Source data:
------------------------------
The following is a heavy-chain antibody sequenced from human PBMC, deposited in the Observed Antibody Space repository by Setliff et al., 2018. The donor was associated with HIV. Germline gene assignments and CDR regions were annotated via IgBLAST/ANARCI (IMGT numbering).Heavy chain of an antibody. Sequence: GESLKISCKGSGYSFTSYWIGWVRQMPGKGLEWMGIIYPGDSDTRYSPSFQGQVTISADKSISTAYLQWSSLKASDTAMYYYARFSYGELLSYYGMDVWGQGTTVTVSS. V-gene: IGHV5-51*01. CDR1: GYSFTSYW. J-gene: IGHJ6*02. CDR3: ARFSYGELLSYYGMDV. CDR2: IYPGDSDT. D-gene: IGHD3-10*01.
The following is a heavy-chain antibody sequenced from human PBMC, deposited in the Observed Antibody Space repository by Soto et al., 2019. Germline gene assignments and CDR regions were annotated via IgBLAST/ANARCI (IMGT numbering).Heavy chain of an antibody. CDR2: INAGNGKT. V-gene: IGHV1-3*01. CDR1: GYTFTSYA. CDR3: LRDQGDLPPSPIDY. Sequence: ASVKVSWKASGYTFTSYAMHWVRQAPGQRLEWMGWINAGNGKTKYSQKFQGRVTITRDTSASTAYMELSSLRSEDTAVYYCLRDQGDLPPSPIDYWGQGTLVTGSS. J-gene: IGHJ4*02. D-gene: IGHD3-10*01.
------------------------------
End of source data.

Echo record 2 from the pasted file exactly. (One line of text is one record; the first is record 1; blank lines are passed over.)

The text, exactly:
The following is a heavy-chain antibody sequenced from human PBMC, deposited in the Observed Antibody Space repository by Soto et al., 2019. Germline gene assignments and CDR regions were annotated via IgBLAST/ANARCI (IMGT numbering).Heavy chain of an antibody. CDR2: INAGNGKT. V-gene: IGHV1-3*01. CDR1: GYTFTSYA. CDR3: LRDQGDLPPSPIDY. Sequence: ASVKVSWKASGYTFTSYAMHWVRQAPGQRLEWMGWINAGNGKTKYSQKFQGRVTITRDTSASTAYMELSSLRSEDTAVYYCLRDQGDLPPSPIDYWGQGTLVTGSS. J-gene: IGHJ4*02. D-gene: IGHD3-10*01.